seasons (but not so much the cold), and everything I've heard about
Portland and surrounding areas, is absolutely amazing. There are
other reasons, of course. One of the biggest ones is the liberal
scope of practice allowed in Oregon -- including obstetrics and
minor surgery (with additional certification of course). The
broader the scope for me -- the better; it's how I intend to
So, in my research adventures, I've found things like: how many
chiropractors are in the area, what the per capita income is, what
the average salary for chiropractors is in the area/state; and what
types of practices are in the area. What I've noticed is that there
seem to be two types of DCs in the area: single practices with
maybe some physical or massage therapy, and single or group
practices focusing on sports medicine. There are a couple of
multi-disciplinary practices, but not many. There are a lot of
sports medicine chiropractic physicians. This is great for me,
because I have no interest in working with sports medicine. And for
those of you that might be thinking about relocating to the
Portland area -- it looks like there's some pretty stiff
I've had to spend a fair amount of time thinking about what all
my practice will offer, what I'm willing to take on as far as
scope, and how many other practitioners I'd like to work with me.
This has the potential to become HUGE. I have always intended to
have a multi-disciplinary practice. The more research I do, the
more practitioners that I want to bring in -- not just
Chiropractic, but Naturopathic, Traditional Chinese Medicine and
Acupuncture, Massage Therapy, and Behavioral Medicine.
At the outset, I'm feeling like we need about 8-10 practitioners
to create the best, most effective type of practice. As wonderful
as these ideas are, the logistics of setting something like this
up, are daunting/enormous. And honestly, this is the kind of thing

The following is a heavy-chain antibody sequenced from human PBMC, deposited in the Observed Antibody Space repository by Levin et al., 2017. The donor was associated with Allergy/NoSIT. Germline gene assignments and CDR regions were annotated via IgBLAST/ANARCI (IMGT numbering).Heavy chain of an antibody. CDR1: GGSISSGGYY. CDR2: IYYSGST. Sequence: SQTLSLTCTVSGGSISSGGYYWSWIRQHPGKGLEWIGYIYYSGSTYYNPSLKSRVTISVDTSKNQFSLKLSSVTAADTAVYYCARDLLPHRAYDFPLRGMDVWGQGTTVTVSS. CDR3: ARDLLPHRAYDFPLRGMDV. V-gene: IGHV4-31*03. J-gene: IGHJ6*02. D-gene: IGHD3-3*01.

that I absolutely hate. You can ask any of my classmates or
professors for my response when we talk about money and billing and
other business management type stuff. The first thing I say is
"Can't I hire someone for that?" They always cringe, tell me that I
need to know it, and keep going.
I feel fairly safe in saying, that this project will probably be
the extent (for the most part) of my forays into business
management. I am learning a ton, but I also acknowledge that my
talents lie elsewhere. First, I'll draw up the budget for equipment
like massage and flexion-distraction tables, band aids, acupuncture
needles, alcohol wipes, cotton balls, phlebotomy equipment, basic
physical therapy equipment, herbs and supplements, office
equipment, waiting room chairs, and silk plants. Then, I'll factor
in things like electricity and Internet service. Yes, I'm in WAY
over my head. I never thought I'd be doing something like this --
just practicing medicine. It takes a lot more than I'd ever
Maybe I should start looking for that business manager
Have an AMAZING week, everybody. I'll let you know how it
• After the DC Degree
• Botanical Medicine
• 1 Year at National
• Marketing Project
• First Week in Student Clinic